Book Review #203: The Lost Daughter of India

Author: Sharon Maas

Genre: General Fiction

Language: English

Series, if any: NA

Publisher: Bookouture

Date of publication: 20 January 2017

No. Of pages: 320


Caroline fell in love with India through the stories that her nanny used to tell her. She dreamt of becoming an Indian princess. It was a fortuitous coincidence that she fell in love with the charismatic Kamal. She was eager to start a new life in India, though both the families were against the union. They have a beautiful daughter called Asha.

Asha is a adorable child but Caroline is homesick and is beginning to hate the remoteness of the India village where she is staying and trying to cope up with motherhood, especially with Kamal being hardly present at home. In the grips of severe depression, Caroline flees back to America, leaving Asha behind. With Caroline gone, Kamal is also unable to form a bond with his only child and he submerges himself further into work.

Ten years later…

Caroline is trying to reconnect with her estranged daughter, but there appears to be a huge gap of communication. Desperate to find Asha, she reunites with Kamal with the intent to track down the whereabouts of their missing child. The only problem is there is no trail to follow for the anxious parents.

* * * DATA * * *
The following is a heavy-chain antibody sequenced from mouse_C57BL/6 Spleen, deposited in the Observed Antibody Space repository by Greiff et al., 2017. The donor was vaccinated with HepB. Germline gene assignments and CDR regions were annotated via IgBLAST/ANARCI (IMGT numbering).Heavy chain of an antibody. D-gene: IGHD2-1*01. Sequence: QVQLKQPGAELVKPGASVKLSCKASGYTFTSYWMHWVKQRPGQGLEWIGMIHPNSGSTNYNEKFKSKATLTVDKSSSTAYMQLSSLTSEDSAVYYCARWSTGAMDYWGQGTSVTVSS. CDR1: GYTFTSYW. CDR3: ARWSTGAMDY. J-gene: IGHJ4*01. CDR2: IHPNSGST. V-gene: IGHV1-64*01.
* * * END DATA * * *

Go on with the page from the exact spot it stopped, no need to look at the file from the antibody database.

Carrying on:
I loved the poignancy of the plot mainly because heart-breaking concept of child trafficking and prostitution. When it comes to the setting and the concept, the author was able to bring each and every nuance of the horrifying underworld of India – the darkness, the brutality, the fear and dejection that these ladies and young girls endure for years without any ray of hope. For me, that was the best part about the book. The second thing that I liked about the book would be the title, which somehow echoed the concept loud and clear. But the cover image definitely could have been a bit more substantial.

Almost all characters were something that you can see as a real person, but the characterisation of Caroline felt like an empty shell; I know she went through acute depression and I do emphatise with her, but the post-ten years characterisation felt as empty as her previous depiction. Though the narration style is amiable and smooth, the meandering tone of using multiple narrators does make it a very slow and complicated story to start. But the end definitely makes up for it.

My opinion: I loved the middle and end of the book, especially the parts that were  narrated by Asha and Janiki. If you are expecting some high level drama and excitement, you will disappointed. But I would recommend this book if you are agreeable to holding your patience.

My rating: 3.5 out of 5


4 thoughts on “Book Review #203: The Lost Daughter of India

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